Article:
A costumed protester takes part in the rally. Photo Getty
Thousands of West Australians have rallied at Perth's
Cottesloe Beach, calling for an end to the state government's
contentious shark killing policy.
The protest came hours after an under-size two-metre shark,
believed to be a tiger shark, was pulled from a baited drum
line off Leighton beach by Fisheries officers.
The animal - the second to be killed under the program - was
dumped further offshore.
The policy, introduced after a fatal attack off Gracetown in
November, intends to target tiger, bull and great white
sharks longer than three metres that come within a kilometre
of the shore.
Earlier on Saturday, a 19-year-old woman was issued a move-on
noticed after she attached herself with a thumb lock to a
Fisheries vessel at Fremantle boat harbour. She is expected
to be later summonsed for trespassing.
The first rally at Cottesloe - the home suburb of WA Premier
Colin Barnett - on January 4 drew an estimated 4500
protesters while the event on Saturday attracted some 6000
people, with speakers including Greens leader Christine Milne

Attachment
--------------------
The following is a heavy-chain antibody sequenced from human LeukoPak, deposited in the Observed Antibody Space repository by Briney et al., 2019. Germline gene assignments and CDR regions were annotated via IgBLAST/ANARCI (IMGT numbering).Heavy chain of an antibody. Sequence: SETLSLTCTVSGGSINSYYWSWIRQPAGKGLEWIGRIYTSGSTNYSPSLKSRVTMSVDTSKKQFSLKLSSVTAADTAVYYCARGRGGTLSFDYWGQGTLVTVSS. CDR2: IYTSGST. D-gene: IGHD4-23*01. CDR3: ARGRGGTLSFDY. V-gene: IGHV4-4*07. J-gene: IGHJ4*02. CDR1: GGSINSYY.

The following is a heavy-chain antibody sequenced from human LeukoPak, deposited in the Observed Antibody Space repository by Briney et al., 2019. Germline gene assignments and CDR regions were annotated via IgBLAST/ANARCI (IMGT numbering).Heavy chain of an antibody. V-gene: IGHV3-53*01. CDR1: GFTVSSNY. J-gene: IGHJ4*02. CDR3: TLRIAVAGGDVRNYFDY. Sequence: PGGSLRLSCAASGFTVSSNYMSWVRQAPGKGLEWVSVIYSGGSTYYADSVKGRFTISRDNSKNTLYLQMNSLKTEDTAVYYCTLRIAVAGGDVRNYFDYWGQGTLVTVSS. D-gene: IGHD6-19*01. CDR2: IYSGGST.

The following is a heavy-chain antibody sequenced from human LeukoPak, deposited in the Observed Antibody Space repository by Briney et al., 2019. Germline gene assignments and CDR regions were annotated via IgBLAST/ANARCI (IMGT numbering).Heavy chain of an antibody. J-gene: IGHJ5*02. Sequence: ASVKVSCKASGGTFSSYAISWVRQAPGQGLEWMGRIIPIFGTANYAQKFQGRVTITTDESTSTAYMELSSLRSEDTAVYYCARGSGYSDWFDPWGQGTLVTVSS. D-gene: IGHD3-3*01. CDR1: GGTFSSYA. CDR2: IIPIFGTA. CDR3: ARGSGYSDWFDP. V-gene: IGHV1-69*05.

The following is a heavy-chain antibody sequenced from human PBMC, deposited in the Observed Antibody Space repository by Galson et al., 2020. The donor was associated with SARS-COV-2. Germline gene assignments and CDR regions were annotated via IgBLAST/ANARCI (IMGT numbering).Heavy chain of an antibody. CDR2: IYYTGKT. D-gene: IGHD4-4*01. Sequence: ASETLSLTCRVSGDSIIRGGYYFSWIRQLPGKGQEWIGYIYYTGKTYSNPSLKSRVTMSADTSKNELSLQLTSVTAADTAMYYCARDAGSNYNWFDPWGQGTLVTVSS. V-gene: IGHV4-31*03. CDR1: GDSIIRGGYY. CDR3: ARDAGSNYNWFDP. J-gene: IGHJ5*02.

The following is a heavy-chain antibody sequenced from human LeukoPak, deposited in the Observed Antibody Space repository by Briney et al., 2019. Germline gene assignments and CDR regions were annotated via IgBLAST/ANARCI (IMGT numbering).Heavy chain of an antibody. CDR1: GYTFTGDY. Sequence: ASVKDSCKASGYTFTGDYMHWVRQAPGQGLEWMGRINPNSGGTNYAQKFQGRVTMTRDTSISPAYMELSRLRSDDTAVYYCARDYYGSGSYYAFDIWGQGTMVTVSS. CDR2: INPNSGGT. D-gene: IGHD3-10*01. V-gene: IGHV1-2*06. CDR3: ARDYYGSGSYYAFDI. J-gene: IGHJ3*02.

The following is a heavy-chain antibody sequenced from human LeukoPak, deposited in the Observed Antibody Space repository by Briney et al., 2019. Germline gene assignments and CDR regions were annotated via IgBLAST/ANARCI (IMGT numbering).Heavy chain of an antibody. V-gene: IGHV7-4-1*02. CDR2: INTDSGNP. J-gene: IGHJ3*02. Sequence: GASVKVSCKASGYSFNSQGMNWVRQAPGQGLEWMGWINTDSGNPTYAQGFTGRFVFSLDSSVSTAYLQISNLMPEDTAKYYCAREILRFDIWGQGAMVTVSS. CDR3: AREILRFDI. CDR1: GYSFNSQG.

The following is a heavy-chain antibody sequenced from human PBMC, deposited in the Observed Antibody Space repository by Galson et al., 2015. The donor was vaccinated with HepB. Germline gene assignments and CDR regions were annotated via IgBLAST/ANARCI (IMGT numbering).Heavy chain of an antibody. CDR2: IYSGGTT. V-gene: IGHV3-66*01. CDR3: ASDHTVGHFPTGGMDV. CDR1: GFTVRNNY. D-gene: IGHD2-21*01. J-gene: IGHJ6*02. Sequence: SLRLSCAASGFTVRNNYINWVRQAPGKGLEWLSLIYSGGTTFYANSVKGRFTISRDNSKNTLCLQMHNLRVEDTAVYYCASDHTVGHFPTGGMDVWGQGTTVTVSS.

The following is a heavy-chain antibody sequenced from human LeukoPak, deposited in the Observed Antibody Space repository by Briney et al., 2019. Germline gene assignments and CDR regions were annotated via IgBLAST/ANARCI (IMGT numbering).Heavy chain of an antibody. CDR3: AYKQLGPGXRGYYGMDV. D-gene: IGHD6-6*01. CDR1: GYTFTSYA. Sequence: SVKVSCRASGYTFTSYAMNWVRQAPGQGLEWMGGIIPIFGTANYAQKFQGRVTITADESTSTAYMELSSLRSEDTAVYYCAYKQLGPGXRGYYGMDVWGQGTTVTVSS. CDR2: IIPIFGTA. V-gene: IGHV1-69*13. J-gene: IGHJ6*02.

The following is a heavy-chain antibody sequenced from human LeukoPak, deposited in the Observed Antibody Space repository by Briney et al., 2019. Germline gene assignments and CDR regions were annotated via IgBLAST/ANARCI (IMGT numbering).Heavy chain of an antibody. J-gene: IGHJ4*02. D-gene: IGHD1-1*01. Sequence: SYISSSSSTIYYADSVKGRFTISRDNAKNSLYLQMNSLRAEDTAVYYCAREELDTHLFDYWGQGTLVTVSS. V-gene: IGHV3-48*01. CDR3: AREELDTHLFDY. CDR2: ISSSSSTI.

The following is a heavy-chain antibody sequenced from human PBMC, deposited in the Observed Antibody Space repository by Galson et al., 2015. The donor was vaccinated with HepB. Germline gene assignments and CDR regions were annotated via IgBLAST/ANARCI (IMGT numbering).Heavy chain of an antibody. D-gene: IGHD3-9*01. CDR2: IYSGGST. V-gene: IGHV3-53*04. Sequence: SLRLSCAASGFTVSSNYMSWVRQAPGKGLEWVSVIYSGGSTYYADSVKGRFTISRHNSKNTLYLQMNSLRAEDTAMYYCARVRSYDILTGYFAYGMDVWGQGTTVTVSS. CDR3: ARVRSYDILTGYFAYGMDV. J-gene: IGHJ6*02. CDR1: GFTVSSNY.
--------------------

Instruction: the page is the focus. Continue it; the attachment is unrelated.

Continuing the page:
and state Labor leader Mark McGowan.
It was one of many rallies against the cull held around
Australia and in New Zealand on Saturday.
"Rights, rights, rights for great whites," the crowd chanted.
One placard read: "Sharks are more important than human
The Liberal-led government believes a string of fatal attacks
in WA waters in recent years has dented tourism, particularly
the diving industry and says beachgoers must be protected.
But Virgin Airlines boss Sir Richard Branson, who is fighting
China's shark fin trade, told the local Fairfax radio station
on Friday that the catch-and-kill policy would backfire,
driving away tourism.
Mr Barnett, who is currently in Africa for a mining
conference, has come under immense pressure to call off the
cull, including having the windows of his Cottesloe office
smashed by a protester.
The baited drumlines are scheduled to remain in metropolitan
and South West waters until April 30.